The V-6 is a capable engine and will keep most owners happy, but for long, fast cross-country trips the V-8 would be my choice. Both engines are mated to a five-speed automatic with normal and sport modes. Other markets will get the choice of a manual gearbox for the V-6, but not North America, sad to say. Amazingly, the Lincoln LS will be available with a 5-speed manual in V-6 guise. Lincoln doesn't expect to sell many like this, but believes (as I do) that having a manual in the range cements the notion that the car is a serious ''sports sedan'' contender. I'm sure that if enough buyers demand a manual transmission, Jaguar will ultimately bring it in.
Driven hard, the V-8 model with sport handling package proved surprisingly good and far exceeded my expectations. Driving partner Jacques Duval and I gave the S-Type plenty of ''welly'' along the winding canyons of California's Angeles National Forest and it truly impressed us. Duval had the car well out of shape a couple of times, but it proved very forgiving and easy to get back under control. It's well up there with its BMW rival without a doubt. This is no boulevard sports sedan, although it's quite happy to be driven at city speeds all day long. In the safety department, the car has traction control, stability control and front and side air bags.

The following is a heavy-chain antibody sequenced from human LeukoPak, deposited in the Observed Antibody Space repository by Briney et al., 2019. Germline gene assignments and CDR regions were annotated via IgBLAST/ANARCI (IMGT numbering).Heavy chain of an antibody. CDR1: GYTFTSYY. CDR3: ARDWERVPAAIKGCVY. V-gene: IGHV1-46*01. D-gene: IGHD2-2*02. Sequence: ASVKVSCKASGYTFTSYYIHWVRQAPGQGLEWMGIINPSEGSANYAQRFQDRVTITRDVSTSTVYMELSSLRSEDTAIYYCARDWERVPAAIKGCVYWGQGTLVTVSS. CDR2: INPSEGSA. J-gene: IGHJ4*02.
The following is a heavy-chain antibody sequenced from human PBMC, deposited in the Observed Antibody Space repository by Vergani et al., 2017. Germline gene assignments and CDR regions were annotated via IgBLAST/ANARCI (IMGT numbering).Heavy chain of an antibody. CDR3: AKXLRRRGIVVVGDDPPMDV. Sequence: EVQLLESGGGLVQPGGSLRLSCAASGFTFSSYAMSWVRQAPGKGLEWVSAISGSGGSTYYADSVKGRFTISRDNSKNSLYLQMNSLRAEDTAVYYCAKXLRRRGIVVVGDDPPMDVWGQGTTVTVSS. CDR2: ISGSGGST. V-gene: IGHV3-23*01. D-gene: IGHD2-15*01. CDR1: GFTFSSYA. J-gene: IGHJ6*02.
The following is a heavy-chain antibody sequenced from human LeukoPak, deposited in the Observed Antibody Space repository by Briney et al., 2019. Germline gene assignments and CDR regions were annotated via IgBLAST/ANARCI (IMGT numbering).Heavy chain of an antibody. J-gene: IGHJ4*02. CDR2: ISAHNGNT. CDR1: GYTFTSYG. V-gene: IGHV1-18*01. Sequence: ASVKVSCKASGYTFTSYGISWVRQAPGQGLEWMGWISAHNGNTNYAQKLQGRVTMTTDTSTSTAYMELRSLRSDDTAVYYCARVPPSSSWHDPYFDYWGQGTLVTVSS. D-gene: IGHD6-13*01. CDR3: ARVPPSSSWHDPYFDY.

The sport package includes Jaguar's computer active technology suspension and 17-inch alloy wheels with grippy Pirelli P-Zero tires. This package isn't that expensive and it's well worth having. Other options include voice activated controls for the stereo and a navigation computer. Not surprisingly, even a basic S-Type comes with enough goodies to please the most discerning driver. This is a Jaguar, after all, and the options are just icing on the cake.
This year Jaguar plans to build 50,000 of these for sale worldwide and even more in 2000. People are going to love this new Jag - it's more stylish than its rivals and matches them in performance. What more could you, or the late Sir Bill, ask?
PERFORMANCE: Zero to 100 km/h in approx 6.8-secs (V-8)
Zero to 100 km/h in approx 8.2-secs (V-6)
PRICE: $59,950 (V-6), $69,950 (V-8) CDN